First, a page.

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Two Boston-based companies have teamed up to fast-track the implementation of secure, remote voting in elections through the blockchain.

After a year exploring the potential of protected voting, Voatz, Inc. and Clear Ballot Group, Inc., have decided to go ahead with the partnership in a bid to tackle the issue of remote voting.

Through an open source blockchain platform, Voatz has designed a secure platform for high volume remote voting designed for smartphones and tablets. Clear Ballot, a voting system company, has provided Voatz with knowledge of the election industry, market requirements and a rich sample election dataset. This gives the Voatz team the ability to understand and build support for the difficulties and scale of actual elections taking place.

Nimit Sawhney, co-founder and CEO of Voatz said, however, that the companies need to realize that several questions must be addressed before remote voting on a large scale is possible.

“These include end-to-end verification, voter anonymity, authentication, security, cost, ease of deployment, scalability, user experience and most importantly – public trust.”


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The two companies are hoping that this advance in remote voting through the blockchain will bring convenience and added trust to voters when it matters most all through an app on their smartphones. With a sample ballot on their smartphone a voter will only need to bring their phone with them when the polls open; however, it’s projected that through an app built on the blockchain voters won’t have to make the trip to polls in the future.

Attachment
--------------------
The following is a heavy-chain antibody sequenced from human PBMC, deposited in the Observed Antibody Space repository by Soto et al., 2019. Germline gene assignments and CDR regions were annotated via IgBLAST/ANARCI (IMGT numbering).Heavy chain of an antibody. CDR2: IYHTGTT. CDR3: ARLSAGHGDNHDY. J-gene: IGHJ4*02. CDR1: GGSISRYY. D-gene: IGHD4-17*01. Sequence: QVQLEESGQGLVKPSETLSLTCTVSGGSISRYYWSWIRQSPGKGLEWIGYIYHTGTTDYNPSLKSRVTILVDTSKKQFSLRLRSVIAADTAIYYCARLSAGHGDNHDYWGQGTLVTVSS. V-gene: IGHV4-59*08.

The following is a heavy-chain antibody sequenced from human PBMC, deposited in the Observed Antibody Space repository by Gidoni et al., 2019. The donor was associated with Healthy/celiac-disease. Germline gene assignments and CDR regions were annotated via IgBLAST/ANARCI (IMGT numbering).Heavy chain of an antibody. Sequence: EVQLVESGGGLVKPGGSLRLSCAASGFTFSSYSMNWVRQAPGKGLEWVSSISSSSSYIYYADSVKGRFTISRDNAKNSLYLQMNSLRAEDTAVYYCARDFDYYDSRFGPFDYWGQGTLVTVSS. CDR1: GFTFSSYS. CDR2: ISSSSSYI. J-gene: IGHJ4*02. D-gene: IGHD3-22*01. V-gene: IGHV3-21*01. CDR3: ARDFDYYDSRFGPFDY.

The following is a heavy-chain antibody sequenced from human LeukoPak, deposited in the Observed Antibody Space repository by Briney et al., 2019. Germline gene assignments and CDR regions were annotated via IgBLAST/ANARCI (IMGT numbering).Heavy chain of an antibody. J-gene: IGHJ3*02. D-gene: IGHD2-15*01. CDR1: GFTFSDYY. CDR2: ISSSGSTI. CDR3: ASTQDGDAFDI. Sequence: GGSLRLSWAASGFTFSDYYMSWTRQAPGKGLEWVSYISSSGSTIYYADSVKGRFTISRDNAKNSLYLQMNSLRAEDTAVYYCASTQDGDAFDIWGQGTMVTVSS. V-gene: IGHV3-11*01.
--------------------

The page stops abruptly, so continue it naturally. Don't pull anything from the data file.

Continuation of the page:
Voting on the Blockchain

Using the blockchain to secure voting is not a new thing.

In the past there have been several organizations launching blockchain voting services aimed at tackling the issue of voter confidence in elections.

In October of last year, the Abu Dhabi Securities Exchange (ADX) developed an e-voting platform based on the blockchain technology. Through this service it gave shareholders of listed companies on the exchange the opportunity to vote during annual general meetings.

New York University Tandon School of Engineering also unveiled a blockchain voting system after concerns were raised over whether the 2016 election was pushed in President Donald Trump’s favor.

While at the beginning of 2017 Nasdaq too has emerged with its own e-voting platform using the blockchain technology.

Voting for millions of people around the world is the one time they can democratically vote for who they believe will be the best leader for their country. If, however, they have no confidence in the voting system, what’s stopping them from not voting if they feel the systems are being cheated?

With the blockchain, though, it provides an answer to maintaining the integrity of voter confidence when its needed the most.

Featured image from Shutterstock.

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Posted by Rebecca Campbell